The navigators can make referrals to community services such as welfare, housing, home care, and transportation. They help the patients deal with other health problems, symptoms, pain, complication, second opinions, and finding hospice care when necessary.
The program has a part-time social worker who can facilitate services such as transportation and home care.
"We use the social workers for crisis management and psychosocial issues and when we realize that a patient is eligible for SSI [Supplemental Security Income] permanent disability payments," he says.
The hospital hires as many navigators as possible from the community. There are no educational standards, but the navigators do have to be sympathetic and empathetic with the patients.
"When we choose navigators, we look for cultural homogeneity with the people we serve. They don’t have to be of a particular race or ethnicity but should have cultural sensitivity," Rodriguez says.
They must be familiar with the network of community health care providers and know how to refer among collaborating institutions, he adds.
The patient navigator program was started at Harlem Hospital in 1989 by Harold P. Freeman, MD (who now is medical director of Ralph Lauren Center), as a result of the high mortality rates of breast cancer patients in the community the hospital served.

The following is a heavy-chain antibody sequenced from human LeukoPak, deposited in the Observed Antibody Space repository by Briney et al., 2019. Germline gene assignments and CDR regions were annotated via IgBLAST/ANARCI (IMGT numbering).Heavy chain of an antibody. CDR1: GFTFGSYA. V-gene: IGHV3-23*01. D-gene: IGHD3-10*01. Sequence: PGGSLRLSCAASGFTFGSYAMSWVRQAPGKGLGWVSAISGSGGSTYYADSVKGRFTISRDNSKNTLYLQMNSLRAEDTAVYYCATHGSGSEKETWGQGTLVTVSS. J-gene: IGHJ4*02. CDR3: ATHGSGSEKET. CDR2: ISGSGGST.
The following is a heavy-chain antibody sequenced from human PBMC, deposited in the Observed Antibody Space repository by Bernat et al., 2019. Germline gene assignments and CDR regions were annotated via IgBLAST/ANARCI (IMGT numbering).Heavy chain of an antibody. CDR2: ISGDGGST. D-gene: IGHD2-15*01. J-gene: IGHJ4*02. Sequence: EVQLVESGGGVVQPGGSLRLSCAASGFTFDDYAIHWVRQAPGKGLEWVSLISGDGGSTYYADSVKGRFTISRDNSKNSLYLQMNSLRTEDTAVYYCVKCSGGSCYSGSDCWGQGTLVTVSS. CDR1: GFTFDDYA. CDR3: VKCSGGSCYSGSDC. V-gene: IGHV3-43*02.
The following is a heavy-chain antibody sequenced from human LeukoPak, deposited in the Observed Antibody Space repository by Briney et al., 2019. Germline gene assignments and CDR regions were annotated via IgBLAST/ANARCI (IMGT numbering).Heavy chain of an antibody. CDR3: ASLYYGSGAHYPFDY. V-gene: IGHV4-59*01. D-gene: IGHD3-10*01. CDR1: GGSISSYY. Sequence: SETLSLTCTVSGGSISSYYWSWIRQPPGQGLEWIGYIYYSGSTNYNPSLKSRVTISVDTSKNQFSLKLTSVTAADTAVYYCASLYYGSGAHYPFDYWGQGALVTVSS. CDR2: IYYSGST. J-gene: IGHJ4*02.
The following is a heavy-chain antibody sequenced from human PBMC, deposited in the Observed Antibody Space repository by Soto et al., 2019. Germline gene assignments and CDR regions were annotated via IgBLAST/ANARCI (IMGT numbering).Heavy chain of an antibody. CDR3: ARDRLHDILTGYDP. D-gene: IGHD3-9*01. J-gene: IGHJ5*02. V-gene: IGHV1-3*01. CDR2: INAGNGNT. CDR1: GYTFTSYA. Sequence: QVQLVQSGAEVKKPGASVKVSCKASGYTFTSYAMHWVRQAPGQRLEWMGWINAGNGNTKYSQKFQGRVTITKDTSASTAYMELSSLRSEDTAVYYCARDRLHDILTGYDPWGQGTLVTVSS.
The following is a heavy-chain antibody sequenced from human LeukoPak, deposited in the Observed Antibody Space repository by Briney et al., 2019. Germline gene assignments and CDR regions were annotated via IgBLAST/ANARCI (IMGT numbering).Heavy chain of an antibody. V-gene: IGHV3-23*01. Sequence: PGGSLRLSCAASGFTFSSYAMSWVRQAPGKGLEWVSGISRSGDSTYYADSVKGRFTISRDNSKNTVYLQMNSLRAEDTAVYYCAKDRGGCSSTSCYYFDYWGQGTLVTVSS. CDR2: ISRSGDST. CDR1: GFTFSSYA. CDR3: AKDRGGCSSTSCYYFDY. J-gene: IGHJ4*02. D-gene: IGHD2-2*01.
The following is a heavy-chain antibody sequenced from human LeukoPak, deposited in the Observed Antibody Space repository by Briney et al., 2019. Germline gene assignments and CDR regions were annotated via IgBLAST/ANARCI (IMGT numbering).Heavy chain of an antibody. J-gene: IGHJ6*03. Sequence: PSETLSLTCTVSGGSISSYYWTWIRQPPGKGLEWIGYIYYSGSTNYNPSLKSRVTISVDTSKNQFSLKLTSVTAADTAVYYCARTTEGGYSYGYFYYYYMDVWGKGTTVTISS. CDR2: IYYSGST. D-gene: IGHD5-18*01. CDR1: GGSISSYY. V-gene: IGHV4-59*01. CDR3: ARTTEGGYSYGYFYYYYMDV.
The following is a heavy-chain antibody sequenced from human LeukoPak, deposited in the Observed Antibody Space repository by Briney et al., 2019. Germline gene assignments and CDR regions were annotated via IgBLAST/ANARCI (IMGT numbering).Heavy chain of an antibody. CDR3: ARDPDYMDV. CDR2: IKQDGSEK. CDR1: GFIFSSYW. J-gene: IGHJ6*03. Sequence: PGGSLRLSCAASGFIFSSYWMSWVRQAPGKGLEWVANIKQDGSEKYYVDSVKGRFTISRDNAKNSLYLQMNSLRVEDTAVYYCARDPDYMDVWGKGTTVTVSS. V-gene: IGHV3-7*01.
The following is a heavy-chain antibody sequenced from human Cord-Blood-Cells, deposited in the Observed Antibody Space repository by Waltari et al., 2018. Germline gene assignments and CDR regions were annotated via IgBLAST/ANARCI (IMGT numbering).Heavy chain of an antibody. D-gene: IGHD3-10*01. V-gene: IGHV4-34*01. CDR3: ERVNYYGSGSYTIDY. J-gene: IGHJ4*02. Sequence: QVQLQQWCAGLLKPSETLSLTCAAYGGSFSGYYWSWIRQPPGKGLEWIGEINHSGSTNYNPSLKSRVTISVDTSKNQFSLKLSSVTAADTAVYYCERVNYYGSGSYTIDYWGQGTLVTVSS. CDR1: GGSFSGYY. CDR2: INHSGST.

"Dr. Freeman found that women diagnosed with breast cancer in the Harlem community had a dismal survival rate, comparable to that of a third-world nation," Rodriguez reports.
At the time, women in underserved communities had access to mammograms but there was little follow-up and the women who had cancer often did not seek treatment, he adds.
When the Ralph Lauren Center was opened in 2003 to provide treatment options for the area’s underserved population, Freeman became medical director and started the navigator program at the new facility.
The initiative started with breast cancer patients and has been expanded to include patients with cervical, colon, and prostrate cancer.
The center has developed a kit with details on how to set up a patient navigation program. It’s available at www.patientnavigation.com.